By Lily Dane
In 2008, the Drug Enforcement Agency (DEA) spent nearly $8.6 million on an ATR 42-500 aircraft (ATR 500) to support its counter-narcotics efforts in Afghanistan. The Department of Defense (DOD) agreed to modify the plane with surveillance equipment and other capabilities.
Eight years later, the only thing that has gone up is the cost of the plane.
The plane was supposed to be ready for use in 2012, but the project has been plagued by missteps along the way, according to a harsh new report from the Office of the Inspector General.
The report was the result of an audit which was initiated by a whistleblower allegation:
In a July 2014 letter to the Inspector General, the U.S. Office of Special Counsel conveyed allegations that it received from an anonymous source regarding the misuse of government funds by the DEA. Specifically, the whistleblower complaint alleged that the DEA misused DOD funds that were intended to support the DEA’s counternarcotics aviation operations in Afghanistan by misdirecting, diverting, and spending the money for purposes unrelated to the DEA’s Afghanistan aviation operations.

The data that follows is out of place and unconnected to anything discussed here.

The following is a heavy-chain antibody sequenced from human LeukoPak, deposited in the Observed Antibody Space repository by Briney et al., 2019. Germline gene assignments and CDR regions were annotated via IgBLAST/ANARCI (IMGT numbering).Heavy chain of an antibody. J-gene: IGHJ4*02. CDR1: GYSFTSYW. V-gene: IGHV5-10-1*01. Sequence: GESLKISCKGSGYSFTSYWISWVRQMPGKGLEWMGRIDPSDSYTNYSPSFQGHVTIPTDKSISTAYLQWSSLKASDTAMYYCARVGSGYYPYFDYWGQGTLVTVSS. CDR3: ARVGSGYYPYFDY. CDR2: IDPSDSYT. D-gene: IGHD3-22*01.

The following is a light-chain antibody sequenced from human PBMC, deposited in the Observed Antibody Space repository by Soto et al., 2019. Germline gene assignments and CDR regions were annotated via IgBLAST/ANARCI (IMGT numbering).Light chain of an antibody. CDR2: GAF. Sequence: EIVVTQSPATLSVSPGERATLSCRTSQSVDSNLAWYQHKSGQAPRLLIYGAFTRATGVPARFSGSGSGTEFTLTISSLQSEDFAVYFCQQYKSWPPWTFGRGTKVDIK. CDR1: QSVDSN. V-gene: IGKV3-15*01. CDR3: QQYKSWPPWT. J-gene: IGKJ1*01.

As with most things involving government, the price of the project ended up being far higher than planned – it has cost the agencies $86 million – four times the initial estimated cost.
Right now, that $86 million aircraft remains inoperable and is sitting on jacks in Delaware.
The inspectors described the program as an “ineffective and wasteful use of government resources.”
They should add, “And a tremendous waste of taxpayer money.”
It will likely never been flown in Afghanistan because the DEA has since ceased aviation operations there. The investigation also found that, as of March 2016, the DOD continued to spend appropriated funds on the plane to try to make it operational.
Informing Congress at a hearing on March 16 of the fact that 2014 was the most profitable year for the Afghan drug trade, John Sopko, the Special Inspector General for Afghanistan Reconstruction, asked, “If this is winning [the drug war], what is losing?”
Since US-led forces occupied Afghanistan in 2001, Washington has spent approximately $8 billion on trying to suppress the production of heroin from the country’s poppy crops. Yet in recent years, heroin production has reached record highs.
The plane, which has missed every scheduled delivery date, is now estimated to be completed in June – nearly one year after the DEA pulled out of Afghanistan. The report said the DEA intends to fly the plane in the Caribbean, Central America, and South America.
Want to bet that North America is on that list too?
Lily Dane is a staff writer for The Daily Sheeple. Her goal is to help people to “Wake the Flock Up!”